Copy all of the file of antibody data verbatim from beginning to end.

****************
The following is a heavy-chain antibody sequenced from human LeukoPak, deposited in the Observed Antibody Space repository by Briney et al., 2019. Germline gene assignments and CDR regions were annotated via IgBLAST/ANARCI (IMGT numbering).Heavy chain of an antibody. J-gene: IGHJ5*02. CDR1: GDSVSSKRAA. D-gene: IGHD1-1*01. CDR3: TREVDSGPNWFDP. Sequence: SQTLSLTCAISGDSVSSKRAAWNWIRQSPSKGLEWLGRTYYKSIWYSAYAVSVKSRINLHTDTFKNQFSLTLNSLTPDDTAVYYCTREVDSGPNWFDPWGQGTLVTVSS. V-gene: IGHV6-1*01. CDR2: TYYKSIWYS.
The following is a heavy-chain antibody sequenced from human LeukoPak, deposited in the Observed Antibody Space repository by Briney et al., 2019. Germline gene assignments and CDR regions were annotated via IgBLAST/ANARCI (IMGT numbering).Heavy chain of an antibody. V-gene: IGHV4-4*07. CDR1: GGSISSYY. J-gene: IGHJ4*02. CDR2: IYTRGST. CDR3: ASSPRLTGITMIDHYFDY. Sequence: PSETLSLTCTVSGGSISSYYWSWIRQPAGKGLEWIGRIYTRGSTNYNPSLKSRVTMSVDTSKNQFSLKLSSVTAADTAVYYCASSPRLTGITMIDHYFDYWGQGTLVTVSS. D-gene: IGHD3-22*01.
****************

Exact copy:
The following is a heavy-chain antibody sequenced from human LeukoPak, deposited in the Observed Antibody Space repository by Briney et al., 2019. Germline gene assignments and CDR regions were annotated via IgBLAST/ANARCI (IMGT numbering).Heavy chain of an antibody. J-gene: IGHJ5*02. CDR1: GDSVSSKRAA. D-gene: IGHD1-1*01. CDR3: TREVDSGPNWFDP. Sequence: SQTLSLTCAISGDSVSSKRAAWNWIRQSPSKGLEWLGRTYYKSIWYSAYAVSVKSRINLHTDTFKNQFSLTLNSLTPDDTAVYYCTREVDSGPNWFDPWGQGTLVTVSS. V-gene: IGHV6-1*01. CDR2: TYYKSIWYS.
The following is a heavy-chain antibody sequenced from human LeukoPak, deposited in the Observed Antibody Space repository by Briney et al., 2019. Germline gene assignments and CDR regions were annotated via IgBLAST/ANARCI (IMGT numbering).Heavy chain of an antibody. V-gene: IGHV4-4*07. CDR1: GGSISSYY. J-gene: IGHJ4*02. CDR2: IYTRGST. CDR3: ASSPRLTGITMIDHYFDY. Sequence: PSETLSLTCTVSGGSISSYYWSWIRQPAGKGLEWIGRIYTRGSTNYNPSLKSRVTMSVDTSKNQFSLKLSSVTAADTAVYYCASSPRLTGITMIDHYFDYWGQGTLVTVSS. D-gene: IGHD3-22*01.